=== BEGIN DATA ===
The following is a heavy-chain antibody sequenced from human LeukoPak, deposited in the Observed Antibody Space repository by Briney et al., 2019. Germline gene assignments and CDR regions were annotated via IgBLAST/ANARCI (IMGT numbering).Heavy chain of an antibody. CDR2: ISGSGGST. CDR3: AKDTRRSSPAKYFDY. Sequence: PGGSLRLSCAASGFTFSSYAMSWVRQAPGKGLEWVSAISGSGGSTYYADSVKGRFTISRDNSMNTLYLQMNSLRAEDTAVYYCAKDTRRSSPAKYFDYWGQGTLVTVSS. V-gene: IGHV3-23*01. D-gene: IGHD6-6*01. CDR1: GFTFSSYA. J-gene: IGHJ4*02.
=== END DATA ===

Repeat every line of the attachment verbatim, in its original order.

The following is a heavy-chain antibody sequenced from human LeukoPak, deposited in the Observed Antibody Space repository by Briney et al., 2019. Germline gene assignments and CDR regions were annotated via IgBLAST/ANARCI (IMGT numbering).Heavy chain of an antibody. CDR2: ISGSGGST. CDR3: AKDTRRSSPAKYFDY. Sequence: PGGSLRLSCAASGFTFSSYAMSWVRQAPGKGLEWVSAISGSGGSTYYADSVKGRFTISRDNSMNTLYLQMNSLRAEDTAVYYCAKDTRRSSPAKYFDYWGQGTLVTVSS. V-gene: IGHV3-23*01. D-gene: IGHD6-6*01. CDR1: GFTFSSYA. J-gene: IGHJ4*02.